BACKGROUND: The presence of a bifurcation (BL) in the context of a coronary chronic total occlusion (CTO) represents an additional difficulty. This study analyzes the incidence of BLs in CTO recanalization, the treatment, predictors of bifurcation technical success and their clinical impact.
METHODS AND RESULTS: BLs with a side branch (SB) ≥2.0 mm located proximally, distally or within the occluded segment were observed in 130 (33%) of 391 CTO. Provisional stenting was the strategy more frequently used (94%). Bifurcation success (stenosis <30% in main vessel and TIMI flow III in both branches) was achieved in 105 patients (81%). In the remaining 25 (19%), the TIMI flow at the SB was < III. Predictors of bifurcation success were baseline SB wiring (OR 0.01, 95% CI: 0.001–0.09; p < 0.01), the absence of dissection across the bifurcation (OR 0.10, 95% CI: 0.02–0.49; p < 0.01) and non-true BLs (OR 0.16, 95% CI: 0.04–0.68; p < 0.05). Regarding in-hospital results, patients with final TIMI flow < III at the SB had a higher incidence of periprocedural MI (32% vs 4.8%; p < 0.01). Subsequently, the rate of MI was higher in patients with CTO-BLs than in those without BLs. At follow-up, there were no differences in the event rate between CTO-BLs and non CTO-BLs (7.7% vs 9.5%, p = ns)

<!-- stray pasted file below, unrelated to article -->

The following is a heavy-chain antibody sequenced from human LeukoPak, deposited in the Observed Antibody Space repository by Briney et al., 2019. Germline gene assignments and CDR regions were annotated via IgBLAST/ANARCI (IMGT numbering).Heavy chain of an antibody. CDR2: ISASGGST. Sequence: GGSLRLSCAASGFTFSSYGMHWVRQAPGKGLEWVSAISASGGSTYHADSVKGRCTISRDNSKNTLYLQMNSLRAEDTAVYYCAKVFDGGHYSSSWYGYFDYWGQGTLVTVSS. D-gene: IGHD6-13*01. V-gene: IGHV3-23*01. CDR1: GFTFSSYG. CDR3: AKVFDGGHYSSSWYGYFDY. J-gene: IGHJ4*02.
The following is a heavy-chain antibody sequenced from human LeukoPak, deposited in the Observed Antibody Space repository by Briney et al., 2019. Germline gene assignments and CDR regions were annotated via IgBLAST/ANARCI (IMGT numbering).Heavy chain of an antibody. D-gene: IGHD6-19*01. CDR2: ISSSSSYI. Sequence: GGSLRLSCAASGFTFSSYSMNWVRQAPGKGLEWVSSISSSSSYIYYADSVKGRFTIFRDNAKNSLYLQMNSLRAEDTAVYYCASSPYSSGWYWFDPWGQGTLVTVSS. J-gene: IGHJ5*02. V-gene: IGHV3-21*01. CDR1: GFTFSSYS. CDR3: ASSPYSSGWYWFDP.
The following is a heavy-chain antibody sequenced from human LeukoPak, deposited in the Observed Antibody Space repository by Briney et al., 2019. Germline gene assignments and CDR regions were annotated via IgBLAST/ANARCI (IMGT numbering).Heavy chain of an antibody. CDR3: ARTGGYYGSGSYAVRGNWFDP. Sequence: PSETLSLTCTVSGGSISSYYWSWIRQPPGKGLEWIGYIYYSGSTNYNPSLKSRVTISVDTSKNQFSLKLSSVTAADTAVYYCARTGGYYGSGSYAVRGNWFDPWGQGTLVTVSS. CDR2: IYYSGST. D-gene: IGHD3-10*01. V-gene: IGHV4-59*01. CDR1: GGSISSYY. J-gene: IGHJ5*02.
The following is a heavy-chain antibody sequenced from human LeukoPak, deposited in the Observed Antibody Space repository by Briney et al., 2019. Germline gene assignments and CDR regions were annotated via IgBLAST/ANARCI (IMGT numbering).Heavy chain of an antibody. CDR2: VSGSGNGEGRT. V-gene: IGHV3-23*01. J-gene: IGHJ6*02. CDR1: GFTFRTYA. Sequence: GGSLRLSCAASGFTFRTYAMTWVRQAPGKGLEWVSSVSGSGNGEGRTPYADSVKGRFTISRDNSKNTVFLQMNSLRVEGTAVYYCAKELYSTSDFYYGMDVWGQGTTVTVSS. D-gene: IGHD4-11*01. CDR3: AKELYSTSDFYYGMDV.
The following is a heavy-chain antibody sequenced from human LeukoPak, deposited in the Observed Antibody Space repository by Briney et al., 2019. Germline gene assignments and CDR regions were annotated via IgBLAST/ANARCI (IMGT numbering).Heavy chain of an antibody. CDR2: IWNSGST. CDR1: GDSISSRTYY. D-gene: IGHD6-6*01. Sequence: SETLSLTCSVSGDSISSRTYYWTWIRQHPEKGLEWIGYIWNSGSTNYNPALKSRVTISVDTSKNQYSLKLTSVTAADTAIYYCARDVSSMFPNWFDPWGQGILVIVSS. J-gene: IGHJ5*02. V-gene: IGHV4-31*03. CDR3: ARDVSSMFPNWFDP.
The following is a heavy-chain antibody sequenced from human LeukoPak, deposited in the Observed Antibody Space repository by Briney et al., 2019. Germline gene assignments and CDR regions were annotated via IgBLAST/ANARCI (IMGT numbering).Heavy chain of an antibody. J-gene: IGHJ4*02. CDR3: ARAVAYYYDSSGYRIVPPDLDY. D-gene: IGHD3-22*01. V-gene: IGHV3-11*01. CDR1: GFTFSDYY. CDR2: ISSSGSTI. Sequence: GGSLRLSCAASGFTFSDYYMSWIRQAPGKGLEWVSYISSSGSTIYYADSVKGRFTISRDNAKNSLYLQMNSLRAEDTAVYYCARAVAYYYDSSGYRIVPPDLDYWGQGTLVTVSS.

CONCLUSIONS: BLs in CTO is a frequent finding and could be approached as regular bifurcations. The primary success was low and this was associated with a higher incidence of periprocedural MI. Baseline SB wiring was a powerful predictor of technical success.